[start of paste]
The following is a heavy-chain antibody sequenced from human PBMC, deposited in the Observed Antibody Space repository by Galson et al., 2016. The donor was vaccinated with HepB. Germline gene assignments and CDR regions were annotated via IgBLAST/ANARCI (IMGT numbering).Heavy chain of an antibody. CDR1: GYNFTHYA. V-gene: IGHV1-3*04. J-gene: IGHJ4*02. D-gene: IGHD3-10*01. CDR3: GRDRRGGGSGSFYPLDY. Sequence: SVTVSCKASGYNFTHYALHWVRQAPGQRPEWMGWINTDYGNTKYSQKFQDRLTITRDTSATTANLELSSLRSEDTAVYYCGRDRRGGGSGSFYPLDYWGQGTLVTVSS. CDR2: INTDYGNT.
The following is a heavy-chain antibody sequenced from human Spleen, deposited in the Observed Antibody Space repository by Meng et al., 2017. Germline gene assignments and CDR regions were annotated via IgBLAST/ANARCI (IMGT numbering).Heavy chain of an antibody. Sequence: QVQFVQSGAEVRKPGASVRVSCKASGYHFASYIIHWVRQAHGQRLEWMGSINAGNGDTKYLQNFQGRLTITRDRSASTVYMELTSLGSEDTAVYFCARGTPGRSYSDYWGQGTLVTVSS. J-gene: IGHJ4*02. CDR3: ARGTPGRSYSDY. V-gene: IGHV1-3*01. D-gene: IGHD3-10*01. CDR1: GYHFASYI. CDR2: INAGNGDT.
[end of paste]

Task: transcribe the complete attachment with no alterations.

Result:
The following is a heavy-chain antibody sequenced from human PBMC, deposited in the Observed Antibody Space repository by Galson et al., 2016. The donor was vaccinated with HepB. Germline gene assignments and CDR regions were annotated via IgBLAST/ANARCI (IMGT numbering).Heavy chain of an antibody. CDR1: GYNFTHYA. V-gene: IGHV1-3*04. J-gene: IGHJ4*02. D-gene: IGHD3-10*01. CDR3: GRDRRGGGSGSFYPLDY. Sequence: SVTVSCKASGYNFTHYALHWVRQAPGQRPEWMGWINTDYGNTKYSQKFQDRLTITRDTSATTANLELSSLRSEDTAVYYCGRDRRGGGSGSFYPLDYWGQGTLVTVSS. CDR2: INTDYGNT.
The following is a heavy-chain antibody sequenced from human Spleen, deposited in the Observed Antibody Space repository by Meng et al., 2017. Germline gene assignments and CDR regions were annotated via IgBLAST/ANARCI (IMGT numbering).Heavy chain of an antibody. Sequence: QVQFVQSGAEVRKPGASVRVSCKASGYHFASYIIHWVRQAHGQRLEWMGSINAGNGDTKYLQNFQGRLTITRDRSASTVYMELTSLGSEDTAVYFCARGTPGRSYSDYWGQGTLVTVSS. J-gene: IGHJ4*02. CDR3: ARGTPGRSYSDY. V-gene: IGHV1-3*01. D-gene: IGHD3-10*01. CDR1: GYHFASYI. CDR2: INAGNGDT.